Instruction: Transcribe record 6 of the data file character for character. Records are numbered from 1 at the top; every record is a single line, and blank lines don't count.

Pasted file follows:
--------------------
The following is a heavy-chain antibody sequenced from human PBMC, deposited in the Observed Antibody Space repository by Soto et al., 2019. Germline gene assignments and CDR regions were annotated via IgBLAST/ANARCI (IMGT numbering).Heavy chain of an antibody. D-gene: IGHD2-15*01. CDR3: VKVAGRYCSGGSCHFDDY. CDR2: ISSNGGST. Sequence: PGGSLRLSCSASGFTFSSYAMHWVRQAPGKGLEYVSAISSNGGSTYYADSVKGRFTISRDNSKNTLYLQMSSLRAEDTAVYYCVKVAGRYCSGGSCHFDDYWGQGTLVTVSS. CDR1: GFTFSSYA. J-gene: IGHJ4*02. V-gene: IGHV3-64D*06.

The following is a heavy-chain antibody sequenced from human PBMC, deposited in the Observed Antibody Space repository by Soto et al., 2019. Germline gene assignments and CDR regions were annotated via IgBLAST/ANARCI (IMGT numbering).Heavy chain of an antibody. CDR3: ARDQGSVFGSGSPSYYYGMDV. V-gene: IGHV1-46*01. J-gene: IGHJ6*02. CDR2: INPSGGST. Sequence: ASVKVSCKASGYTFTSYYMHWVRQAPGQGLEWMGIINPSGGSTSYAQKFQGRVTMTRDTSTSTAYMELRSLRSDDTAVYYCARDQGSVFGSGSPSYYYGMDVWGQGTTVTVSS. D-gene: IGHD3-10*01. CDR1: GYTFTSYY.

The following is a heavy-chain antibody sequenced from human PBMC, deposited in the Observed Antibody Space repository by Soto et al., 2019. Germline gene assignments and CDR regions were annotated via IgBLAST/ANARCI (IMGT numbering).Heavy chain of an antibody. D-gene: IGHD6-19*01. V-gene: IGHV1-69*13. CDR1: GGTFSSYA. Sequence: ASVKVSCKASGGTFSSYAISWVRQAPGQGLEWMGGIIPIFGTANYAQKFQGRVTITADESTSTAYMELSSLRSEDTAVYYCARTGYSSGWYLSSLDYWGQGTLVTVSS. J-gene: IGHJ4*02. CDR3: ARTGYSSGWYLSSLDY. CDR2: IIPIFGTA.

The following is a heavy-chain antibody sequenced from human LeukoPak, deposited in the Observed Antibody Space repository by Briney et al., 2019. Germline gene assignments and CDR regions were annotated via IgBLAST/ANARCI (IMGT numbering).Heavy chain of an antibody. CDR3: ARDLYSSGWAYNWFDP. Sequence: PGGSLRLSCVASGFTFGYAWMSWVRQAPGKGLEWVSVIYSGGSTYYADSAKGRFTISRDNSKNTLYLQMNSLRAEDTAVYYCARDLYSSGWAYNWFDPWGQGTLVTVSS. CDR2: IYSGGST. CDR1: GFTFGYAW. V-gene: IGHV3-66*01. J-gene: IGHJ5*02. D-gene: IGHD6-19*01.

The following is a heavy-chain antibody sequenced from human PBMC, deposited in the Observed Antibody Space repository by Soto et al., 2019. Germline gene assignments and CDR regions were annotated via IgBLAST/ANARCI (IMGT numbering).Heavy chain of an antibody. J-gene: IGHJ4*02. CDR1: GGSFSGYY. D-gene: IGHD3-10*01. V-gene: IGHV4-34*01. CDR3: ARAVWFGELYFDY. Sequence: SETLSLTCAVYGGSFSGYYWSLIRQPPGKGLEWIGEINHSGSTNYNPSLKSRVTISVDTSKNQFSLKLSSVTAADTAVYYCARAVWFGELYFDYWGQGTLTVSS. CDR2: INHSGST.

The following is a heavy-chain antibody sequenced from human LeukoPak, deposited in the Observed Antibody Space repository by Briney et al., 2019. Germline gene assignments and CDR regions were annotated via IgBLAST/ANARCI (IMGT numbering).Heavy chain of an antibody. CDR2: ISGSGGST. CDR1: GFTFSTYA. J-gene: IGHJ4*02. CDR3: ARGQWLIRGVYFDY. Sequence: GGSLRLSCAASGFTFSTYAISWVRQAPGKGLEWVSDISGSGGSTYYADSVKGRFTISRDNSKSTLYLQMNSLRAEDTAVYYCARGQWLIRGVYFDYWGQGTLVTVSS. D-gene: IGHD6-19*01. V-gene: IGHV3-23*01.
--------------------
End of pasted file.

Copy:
The following is a heavy-chain antibody sequenced from human LeukoPak, deposited in the Observed Antibody Space repository by Briney et al., 2019. Germline gene assignments and CDR regions were annotated via IgBLAST/ANARCI (IMGT numbering).Heavy chain of an antibody. CDR2: ISGSGGST. CDR1: GFTFSTYA. J-gene: IGHJ4*02. CDR3: ARGQWLIRGVYFDY. Sequence: GGSLRLSCAASGFTFSTYAISWVRQAPGKGLEWVSDISGSGGSTYYADSVKGRFTISRDNSKSTLYLQMNSLRAEDTAVYYCARGQWLIRGVYFDYWGQGTLVTVSS. D-gene: IGHD6-19*01. V-gene: IGHV3-23*01.